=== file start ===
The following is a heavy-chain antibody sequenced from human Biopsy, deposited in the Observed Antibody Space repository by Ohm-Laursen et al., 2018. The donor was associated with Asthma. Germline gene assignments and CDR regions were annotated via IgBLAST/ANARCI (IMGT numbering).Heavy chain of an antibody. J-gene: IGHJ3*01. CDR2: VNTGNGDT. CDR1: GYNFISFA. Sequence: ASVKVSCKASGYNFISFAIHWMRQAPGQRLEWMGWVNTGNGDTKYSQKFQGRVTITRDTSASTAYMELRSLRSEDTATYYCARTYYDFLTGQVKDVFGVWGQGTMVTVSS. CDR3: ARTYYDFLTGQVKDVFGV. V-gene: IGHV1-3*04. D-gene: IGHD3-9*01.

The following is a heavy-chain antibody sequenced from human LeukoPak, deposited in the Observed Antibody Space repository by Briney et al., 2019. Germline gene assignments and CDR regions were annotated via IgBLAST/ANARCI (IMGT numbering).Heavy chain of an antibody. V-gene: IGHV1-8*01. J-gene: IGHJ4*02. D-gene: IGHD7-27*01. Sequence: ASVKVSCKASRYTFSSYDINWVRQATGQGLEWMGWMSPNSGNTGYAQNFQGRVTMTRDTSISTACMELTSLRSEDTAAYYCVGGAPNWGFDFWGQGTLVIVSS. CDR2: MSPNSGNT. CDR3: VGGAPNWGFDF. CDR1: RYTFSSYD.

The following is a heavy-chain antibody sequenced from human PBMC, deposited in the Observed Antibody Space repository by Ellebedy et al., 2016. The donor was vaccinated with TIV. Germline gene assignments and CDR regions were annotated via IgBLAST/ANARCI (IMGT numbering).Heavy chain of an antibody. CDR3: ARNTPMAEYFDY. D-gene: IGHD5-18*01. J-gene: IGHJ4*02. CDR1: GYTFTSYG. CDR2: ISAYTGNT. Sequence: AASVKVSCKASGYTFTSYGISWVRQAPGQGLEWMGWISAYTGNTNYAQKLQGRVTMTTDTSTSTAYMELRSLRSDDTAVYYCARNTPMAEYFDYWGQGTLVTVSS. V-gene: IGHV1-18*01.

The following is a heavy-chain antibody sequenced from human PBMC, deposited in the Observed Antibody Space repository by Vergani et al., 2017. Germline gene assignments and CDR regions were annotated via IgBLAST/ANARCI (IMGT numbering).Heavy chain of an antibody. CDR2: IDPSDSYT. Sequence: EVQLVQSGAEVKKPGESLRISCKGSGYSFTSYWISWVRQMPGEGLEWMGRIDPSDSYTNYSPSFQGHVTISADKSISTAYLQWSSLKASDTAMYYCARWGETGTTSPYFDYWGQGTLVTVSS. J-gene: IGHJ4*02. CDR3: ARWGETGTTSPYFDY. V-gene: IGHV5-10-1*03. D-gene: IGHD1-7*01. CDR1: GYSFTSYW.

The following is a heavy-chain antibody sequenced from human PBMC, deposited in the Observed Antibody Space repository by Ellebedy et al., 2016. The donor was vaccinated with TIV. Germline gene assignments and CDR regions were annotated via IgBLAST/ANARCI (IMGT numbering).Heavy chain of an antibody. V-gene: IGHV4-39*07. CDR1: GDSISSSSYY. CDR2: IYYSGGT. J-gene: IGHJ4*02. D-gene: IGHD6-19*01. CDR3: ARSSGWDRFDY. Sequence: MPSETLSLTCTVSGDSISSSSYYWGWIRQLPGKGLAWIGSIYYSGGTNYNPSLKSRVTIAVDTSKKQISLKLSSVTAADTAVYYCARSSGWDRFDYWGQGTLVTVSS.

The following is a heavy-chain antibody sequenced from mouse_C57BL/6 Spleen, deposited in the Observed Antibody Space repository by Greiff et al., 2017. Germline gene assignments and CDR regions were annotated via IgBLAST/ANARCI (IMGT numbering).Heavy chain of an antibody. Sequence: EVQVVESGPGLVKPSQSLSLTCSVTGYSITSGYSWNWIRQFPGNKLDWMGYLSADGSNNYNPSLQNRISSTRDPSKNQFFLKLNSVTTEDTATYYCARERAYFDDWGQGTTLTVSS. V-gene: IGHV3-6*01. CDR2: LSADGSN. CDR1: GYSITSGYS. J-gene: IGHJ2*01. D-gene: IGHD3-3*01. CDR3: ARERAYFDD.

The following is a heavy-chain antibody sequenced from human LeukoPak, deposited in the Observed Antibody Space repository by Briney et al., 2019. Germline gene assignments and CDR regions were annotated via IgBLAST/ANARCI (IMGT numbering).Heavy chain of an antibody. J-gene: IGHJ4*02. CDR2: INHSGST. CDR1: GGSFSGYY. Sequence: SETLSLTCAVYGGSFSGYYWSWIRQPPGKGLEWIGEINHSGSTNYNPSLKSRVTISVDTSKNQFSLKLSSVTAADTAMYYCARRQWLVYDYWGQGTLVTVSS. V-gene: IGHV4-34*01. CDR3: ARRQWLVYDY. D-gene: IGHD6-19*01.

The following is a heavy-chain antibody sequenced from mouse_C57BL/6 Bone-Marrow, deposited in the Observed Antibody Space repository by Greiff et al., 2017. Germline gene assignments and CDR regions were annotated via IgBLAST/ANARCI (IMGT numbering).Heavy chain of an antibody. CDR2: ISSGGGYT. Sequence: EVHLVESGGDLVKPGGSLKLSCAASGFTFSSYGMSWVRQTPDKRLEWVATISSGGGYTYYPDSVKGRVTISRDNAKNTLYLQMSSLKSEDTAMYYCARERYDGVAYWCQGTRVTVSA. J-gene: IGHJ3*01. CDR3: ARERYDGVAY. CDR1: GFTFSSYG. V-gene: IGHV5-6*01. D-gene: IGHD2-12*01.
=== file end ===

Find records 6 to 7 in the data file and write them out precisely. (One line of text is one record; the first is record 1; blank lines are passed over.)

The following is a heavy-chain antibody sequenced from mouse_C57BL/6 Spleen, deposited in the Observed Antibody Space repository by Greiff et al., 2017. Germline gene assignments and CDR regions were annotated via IgBLAST/ANARCI (IMGT numbering).Heavy chain of an antibody. Sequence: EVQVVESGPGLVKPSQSLSLTCSVTGYSITSGYSWNWIRQFPGNKLDWMGYLSADGSNNYNPSLQNRISSTRDPSKNQFFLKLNSVTTEDTATYYCARERAYFDDWGQGTTLTVSS. V-gene: IGHV3-6*01. CDR2: LSADGSN. CDR1: GYSITSGYS. J-gene: IGHJ2*01. D-gene: IGHD3-3*01. CDR3: ARERAYFDD.

The following is a heavy-chain antibody sequenced from human LeukoPak, deposited in the Observed Antibody Space repository by Briney et al., 2019. Germline gene assignments and CDR regions were annotated via IgBLAST/ANARCI (IMGT numbering).Heavy chain of an antibody. J-gene: IGHJ4*02. CDR2: INHSGST. CDR1: GGSFSGYY. Sequence: SETLSLTCAVYGGSFSGYYWSWIRQPPGKGLEWIGEINHSGSTNYNPSLKSRVTISVDTSKNQFSLKLSSVTAADTAMYYCARRQWLVYDYWGQGTLVTVSS. V-gene: IGHV4-34*01. CDR3: ARRQWLVYDY. D-gene: IGHD6-19*01.